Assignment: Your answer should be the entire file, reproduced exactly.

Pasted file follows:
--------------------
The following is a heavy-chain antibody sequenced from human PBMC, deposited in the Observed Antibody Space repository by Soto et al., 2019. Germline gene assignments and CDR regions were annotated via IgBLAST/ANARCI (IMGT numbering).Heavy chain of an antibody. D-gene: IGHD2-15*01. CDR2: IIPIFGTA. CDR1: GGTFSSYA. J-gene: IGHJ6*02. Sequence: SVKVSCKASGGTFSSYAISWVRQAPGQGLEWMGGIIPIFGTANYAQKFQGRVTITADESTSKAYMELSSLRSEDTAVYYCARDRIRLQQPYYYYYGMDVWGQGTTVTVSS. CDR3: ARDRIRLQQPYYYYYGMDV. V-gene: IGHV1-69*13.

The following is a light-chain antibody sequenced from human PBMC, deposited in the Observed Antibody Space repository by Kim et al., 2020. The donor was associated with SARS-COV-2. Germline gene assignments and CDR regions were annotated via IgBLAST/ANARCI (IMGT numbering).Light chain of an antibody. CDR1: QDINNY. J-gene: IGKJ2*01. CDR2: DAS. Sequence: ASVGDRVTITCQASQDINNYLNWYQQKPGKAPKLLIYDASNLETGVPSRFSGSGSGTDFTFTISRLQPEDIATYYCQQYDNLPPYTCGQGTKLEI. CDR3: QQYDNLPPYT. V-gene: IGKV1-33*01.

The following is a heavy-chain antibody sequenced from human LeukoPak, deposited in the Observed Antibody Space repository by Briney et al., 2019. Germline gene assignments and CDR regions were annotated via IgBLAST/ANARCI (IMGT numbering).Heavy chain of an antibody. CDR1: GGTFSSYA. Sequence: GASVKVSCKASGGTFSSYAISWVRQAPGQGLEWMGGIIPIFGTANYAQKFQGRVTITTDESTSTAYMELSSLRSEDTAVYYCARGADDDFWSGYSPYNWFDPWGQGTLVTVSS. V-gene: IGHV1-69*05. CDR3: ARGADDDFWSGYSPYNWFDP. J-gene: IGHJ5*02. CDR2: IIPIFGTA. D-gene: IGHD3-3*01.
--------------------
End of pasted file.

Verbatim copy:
The following is a heavy-chain antibody sequenced from human PBMC, deposited in the Observed Antibody Space repository by Soto et al., 2019. Germline gene assignments and CDR regions were annotated via IgBLAST/ANARCI (IMGT numbering).Heavy chain of an antibody. D-gene: IGHD2-15*01. CDR2: IIPIFGTA. CDR1: GGTFSSYA. J-gene: IGHJ6*02. Sequence: SVKVSCKASGGTFSSYAISWVRQAPGQGLEWMGGIIPIFGTANYAQKFQGRVTITADESTSKAYMELSSLRSEDTAVYYCARDRIRLQQPYYYYYGMDVWGQGTTVTVSS. CDR3: ARDRIRLQQPYYYYYGMDV. V-gene: IGHV1-69*13.

The following is a light-chain antibody sequenced from human PBMC, deposited in the Observed Antibody Space repository by Kim et al., 2020. The donor was associated with SARS-COV-2. Germline gene assignments and CDR regions were annotated via IgBLAST/ANARCI (IMGT numbering).Light chain of an antibody. CDR1: QDINNY. J-gene: IGKJ2*01. CDR2: DAS. Sequence: ASVGDRVTITCQASQDINNYLNWYQQKPGKAPKLLIYDASNLETGVPSRFSGSGSGTDFTFTISRLQPEDIATYYCQQYDNLPPYTCGQGTKLEI. CDR3: QQYDNLPPYT. V-gene: IGKV1-33*01.

The following is a heavy-chain antibody sequenced from human LeukoPak, deposited in the Observed Antibody Space repository by Briney et al., 2019. Germline gene assignments and CDR regions were annotated via IgBLAST/ANARCI (IMGT numbering).Heavy chain of an antibody. CDR1: GGTFSSYA. Sequence: GASVKVSCKASGGTFSSYAISWVRQAPGQGLEWMGGIIPIFGTANYAQKFQGRVTITTDESTSTAYMELSSLRSEDTAVYYCARGADDDFWSGYSPYNWFDPWGQGTLVTVSS. V-gene: IGHV1-69*05. CDR3: ARGADDDFWSGYSPYNWFDP. J-gene: IGHJ5*02. CDR2: IIPIFGTA. D-gene: IGHD3-3*01.